Speaking of the cast, what a line-up! Aside from Warren Beatty, we’ve got Al Pacino, Mandy Patinkin, William Forsythe, Paul Sorvino, the late, great Glenne Headly, Kathy Bates, Dick Van Dyke, and the queen of pop herself, Madonna, and that is only to name a few! I mentioned earlier that the film boasts several Oscar-winning and nominated actors. The winners are Warren Beatty, Al Pacino, Dustin Hoffman, Estelle Parsons, and Kathy Bates; and the four nominees are James Caan, Charles Durning, Seymour Cassel, and Michael J. Pollard. With such a great cast, this is a film worth watching just to see some of your favorite actors in very unusual roles and makeup. 

The score and original songs for Dick Tracy are the work of Danny Elfman and Broadway great Stephen Sondheim. According to IMDB, Danny Elfman was hired for Dick Tracy because of his work on Batman (1989), which is telling. The scores for Dick Tracy and Batman share certain characteristics that fit detective noir stories very well. As a near lifelong Batman fan, especially of Batman (1989) and Batman: The Animated Series, I can typically recognize Elfman’s style within 20 seconds of hearing it. I can’t imagine anyone more qualified to score Dick Tracy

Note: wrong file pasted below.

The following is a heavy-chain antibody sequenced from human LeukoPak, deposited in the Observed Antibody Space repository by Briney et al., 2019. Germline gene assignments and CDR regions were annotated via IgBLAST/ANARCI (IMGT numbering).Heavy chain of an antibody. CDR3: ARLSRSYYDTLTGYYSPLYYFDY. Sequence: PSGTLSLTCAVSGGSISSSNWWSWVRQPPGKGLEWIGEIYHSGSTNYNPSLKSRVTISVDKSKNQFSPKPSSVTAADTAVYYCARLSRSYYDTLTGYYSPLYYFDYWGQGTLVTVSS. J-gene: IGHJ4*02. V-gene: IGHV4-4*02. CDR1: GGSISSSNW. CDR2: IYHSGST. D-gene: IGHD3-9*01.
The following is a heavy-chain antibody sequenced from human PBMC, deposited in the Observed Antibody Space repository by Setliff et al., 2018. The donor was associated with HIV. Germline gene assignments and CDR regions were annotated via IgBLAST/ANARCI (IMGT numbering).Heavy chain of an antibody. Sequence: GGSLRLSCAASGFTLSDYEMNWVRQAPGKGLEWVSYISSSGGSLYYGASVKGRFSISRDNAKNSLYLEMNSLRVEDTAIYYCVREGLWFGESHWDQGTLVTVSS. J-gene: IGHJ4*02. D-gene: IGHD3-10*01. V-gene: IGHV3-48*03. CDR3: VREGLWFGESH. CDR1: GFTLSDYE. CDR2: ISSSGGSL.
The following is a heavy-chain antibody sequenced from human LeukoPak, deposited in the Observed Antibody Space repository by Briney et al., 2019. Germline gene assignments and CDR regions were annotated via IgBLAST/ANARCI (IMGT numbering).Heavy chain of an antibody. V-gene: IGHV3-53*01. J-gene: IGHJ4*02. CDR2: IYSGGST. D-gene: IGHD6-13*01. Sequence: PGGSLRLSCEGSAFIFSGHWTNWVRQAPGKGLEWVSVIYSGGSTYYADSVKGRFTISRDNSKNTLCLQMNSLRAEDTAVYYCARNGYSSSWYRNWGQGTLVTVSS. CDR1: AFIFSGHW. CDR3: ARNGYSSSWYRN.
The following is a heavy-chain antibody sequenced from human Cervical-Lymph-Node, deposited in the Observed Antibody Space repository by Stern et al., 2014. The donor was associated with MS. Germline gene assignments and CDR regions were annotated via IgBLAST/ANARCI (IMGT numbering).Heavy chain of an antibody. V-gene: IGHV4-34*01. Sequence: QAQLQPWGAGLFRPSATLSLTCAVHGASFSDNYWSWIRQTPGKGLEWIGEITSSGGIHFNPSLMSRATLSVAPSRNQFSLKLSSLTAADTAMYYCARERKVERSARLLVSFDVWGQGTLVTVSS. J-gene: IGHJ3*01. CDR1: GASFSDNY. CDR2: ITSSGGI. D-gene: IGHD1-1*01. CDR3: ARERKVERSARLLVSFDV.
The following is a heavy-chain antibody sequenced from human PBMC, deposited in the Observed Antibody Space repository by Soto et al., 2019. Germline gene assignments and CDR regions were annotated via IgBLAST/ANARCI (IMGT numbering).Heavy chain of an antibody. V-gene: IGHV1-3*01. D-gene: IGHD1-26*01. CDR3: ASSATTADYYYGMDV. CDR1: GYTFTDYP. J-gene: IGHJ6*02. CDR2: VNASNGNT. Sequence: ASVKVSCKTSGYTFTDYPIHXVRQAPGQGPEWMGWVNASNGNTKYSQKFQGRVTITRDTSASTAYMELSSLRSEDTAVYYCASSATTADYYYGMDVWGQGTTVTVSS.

Stephen Sondheim wrote the songs performed by Breathless Mahoney, played by Madonna. Madonna is perfect in this role, playing the bad girl that wants to be good, all the while crooning for gangsters in a smoky speakeasy. “Sooner or Later (I Always Get My Man)” is a smooth and seductive song, worthy of its Oscar win. The soundtrack is worth checking out just for all the lesser-known Madonna tunes, but also for her duet with Mandy Patinkin (88 Keys), on “What Can You Lose.”